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An Unusual, but Enthralling Sendak Picture Book
on May 19, 2002
Sendak's work almost always takes a reader by surprise. His themes are not comfortable ones, particularly for parents. He deals with the internal desires of children, the kinds of things that can be interpreted as unacceptable and frightening. For instance, WHERE THE WILD THINGS ARE, which has become a classic in children's literature is about a boy who acts out--who becomes a "wild thing" himself. His transformation back into a boy is a gradual and wonderful part of the picture book, but in no way tries to deny that the "wild thing" aspect exists.
Likewise, OUTSIDE, OVER THERE is a tale of siblings, jealousy and responsibility. The heroine is Ida, a young girl who's father is away and so Ida is left to watch her baby sister, a task she's not too fond of. Ida is much more caught up in her own world. Yet when her sister is kidnapped by goblins, Ida must go off on a magic adventure to rescue her. She's not wholly devoted to the quest at first--and nearly passes her sister right by when she becomes absorbed in the magic of the quest. In the end, she rescues her baby sister, destroys the goblins and returns home--this time firmly responsible for her sister and determined to be so until her father returns home. It is not a comfortable tale, but it is one that highlights feelings that young children may have and discusses them in a format they can identify with.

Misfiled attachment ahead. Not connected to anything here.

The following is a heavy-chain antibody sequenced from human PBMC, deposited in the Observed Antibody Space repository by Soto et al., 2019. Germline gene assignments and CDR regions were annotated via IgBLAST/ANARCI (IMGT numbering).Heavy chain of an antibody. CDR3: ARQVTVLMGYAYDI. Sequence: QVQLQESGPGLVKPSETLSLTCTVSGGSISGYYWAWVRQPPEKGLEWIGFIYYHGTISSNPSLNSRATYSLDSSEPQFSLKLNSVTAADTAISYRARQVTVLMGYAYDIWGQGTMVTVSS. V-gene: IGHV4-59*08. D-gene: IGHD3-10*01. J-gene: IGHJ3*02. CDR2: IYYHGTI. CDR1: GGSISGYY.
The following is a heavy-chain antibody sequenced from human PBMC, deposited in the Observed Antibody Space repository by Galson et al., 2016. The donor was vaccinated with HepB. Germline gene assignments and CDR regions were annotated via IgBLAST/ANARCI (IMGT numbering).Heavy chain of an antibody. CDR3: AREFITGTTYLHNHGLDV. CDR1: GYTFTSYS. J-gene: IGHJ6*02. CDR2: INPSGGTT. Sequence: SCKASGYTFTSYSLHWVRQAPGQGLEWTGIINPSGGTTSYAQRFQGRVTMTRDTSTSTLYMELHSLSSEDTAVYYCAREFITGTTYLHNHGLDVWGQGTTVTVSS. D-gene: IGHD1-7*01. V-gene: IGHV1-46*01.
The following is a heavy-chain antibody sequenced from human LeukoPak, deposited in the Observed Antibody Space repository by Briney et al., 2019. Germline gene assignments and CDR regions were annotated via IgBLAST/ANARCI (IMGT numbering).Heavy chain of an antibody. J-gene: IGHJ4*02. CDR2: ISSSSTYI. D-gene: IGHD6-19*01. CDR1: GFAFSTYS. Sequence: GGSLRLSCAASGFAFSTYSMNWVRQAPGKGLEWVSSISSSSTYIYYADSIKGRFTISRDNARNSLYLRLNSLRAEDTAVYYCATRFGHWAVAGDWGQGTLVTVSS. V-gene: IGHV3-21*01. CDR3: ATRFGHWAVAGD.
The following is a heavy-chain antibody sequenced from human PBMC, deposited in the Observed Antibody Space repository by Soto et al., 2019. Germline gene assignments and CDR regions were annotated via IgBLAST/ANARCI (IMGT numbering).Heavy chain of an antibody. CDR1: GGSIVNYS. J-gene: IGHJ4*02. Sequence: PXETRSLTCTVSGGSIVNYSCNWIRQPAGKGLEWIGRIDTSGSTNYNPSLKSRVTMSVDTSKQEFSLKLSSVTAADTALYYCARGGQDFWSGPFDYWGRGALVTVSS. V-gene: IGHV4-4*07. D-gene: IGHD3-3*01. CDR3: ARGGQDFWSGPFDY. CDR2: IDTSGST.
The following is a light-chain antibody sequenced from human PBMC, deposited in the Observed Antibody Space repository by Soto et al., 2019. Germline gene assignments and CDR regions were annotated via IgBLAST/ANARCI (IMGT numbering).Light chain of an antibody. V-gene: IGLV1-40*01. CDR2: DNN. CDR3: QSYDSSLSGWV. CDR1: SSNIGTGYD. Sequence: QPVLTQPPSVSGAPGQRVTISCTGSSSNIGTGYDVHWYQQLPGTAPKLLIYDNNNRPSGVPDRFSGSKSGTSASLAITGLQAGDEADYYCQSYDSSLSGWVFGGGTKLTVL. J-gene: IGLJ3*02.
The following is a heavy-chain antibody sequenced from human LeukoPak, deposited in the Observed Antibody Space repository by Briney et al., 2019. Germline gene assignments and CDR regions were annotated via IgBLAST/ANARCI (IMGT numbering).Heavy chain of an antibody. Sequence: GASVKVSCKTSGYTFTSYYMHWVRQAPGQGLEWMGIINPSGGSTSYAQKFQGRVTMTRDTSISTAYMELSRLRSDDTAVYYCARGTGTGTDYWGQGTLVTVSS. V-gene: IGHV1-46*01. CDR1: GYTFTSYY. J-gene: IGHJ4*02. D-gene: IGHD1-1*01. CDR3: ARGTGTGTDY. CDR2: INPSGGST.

The language and pictures are beautiful and stunningly poetic, in typical Sendak style. But the story and the way its told can be frightening for some children; themes of kidnapping by goblins, the ice-baby left behind, and Ida's making the goblins dance themselves away, all conjure images that hit on some primal fears and discomforts. The author is not trying to make us comfortable, but that's what makes him such a good author. I suspect people will either love or dislike this book, I'm one who loves it but can equally understand why others might not. So, if you can, take a look at it prior to buying and certainly before you read it to younger children.
On a side note, I believe this story is the basis for the movie Labyrinth. This wonderful movie is a strong tribute to Sendak in so many little ways, but the overall premise of the movie is very similar--a girl's jealous of her new half-brother and wishes the goblins would come and take him away. They do, and she must deal with the goblin king and the challenge he sets before her in order to get her baby brother back. Fabulous movie--if you love the book, I bet you'll love the movie, or vice versa!
Happy reading! ^_^